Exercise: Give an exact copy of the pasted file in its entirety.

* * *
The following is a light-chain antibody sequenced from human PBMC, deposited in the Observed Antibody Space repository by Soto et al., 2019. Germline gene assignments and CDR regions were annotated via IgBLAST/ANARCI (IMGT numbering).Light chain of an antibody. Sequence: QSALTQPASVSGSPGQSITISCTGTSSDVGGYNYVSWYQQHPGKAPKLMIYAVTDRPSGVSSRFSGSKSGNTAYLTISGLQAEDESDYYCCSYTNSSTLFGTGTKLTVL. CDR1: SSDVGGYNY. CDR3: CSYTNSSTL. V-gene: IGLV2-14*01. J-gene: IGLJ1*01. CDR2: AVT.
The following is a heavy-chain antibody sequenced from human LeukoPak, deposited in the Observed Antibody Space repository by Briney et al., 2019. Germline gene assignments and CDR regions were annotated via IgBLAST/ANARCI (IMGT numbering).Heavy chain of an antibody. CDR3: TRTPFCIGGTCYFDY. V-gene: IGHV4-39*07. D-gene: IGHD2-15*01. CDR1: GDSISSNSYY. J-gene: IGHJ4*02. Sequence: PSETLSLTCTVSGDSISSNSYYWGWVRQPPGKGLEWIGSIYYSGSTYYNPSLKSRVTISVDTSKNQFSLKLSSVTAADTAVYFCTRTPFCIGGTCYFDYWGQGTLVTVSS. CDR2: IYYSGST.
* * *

The following is a light-chain antibody sequenced from human PBMC, deposited in the Observed Antibody Space repository by Soto et al., 2019. Germline gene assignments and CDR regions were annotated via IgBLAST/ANARCI (IMGT numbering).Light chain of an antibody. Sequence: QSALTQPASVSGSPGQSITISCTGTSSDVGGYNYVSWYQQHPGKAPKLMIYAVTDRPSGVSSRFSGSKSGNTAYLTISGLQAEDESDYYCCSYTNSSTLFGTGTKLTVL. CDR1: SSDVGGYNY. CDR3: CSYTNSSTL. V-gene: IGLV2-14*01. J-gene: IGLJ1*01. CDR2: AVT.
The following is a heavy-chain antibody sequenced from human LeukoPak, deposited in the Observed Antibody Space repository by Briney et al., 2019. Germline gene assignments and CDR regions were annotated via IgBLAST/ANARCI (IMGT numbering).Heavy chain of an antibody. CDR3: TRTPFCIGGTCYFDY. V-gene: IGHV4-39*07. D-gene: IGHD2-15*01. CDR1: GDSISSNSYY. J-gene: IGHJ4*02. Sequence: PSETLSLTCTVSGDSISSNSYYWGWVRQPPGKGLEWIGSIYYSGSTYYNPSLKSRVTISVDTSKNQFSLKLSSVTAADTAVYFCTRTPFCIGGTCYFDYWGQGTLVTVSS. CDR2: IYYSGST.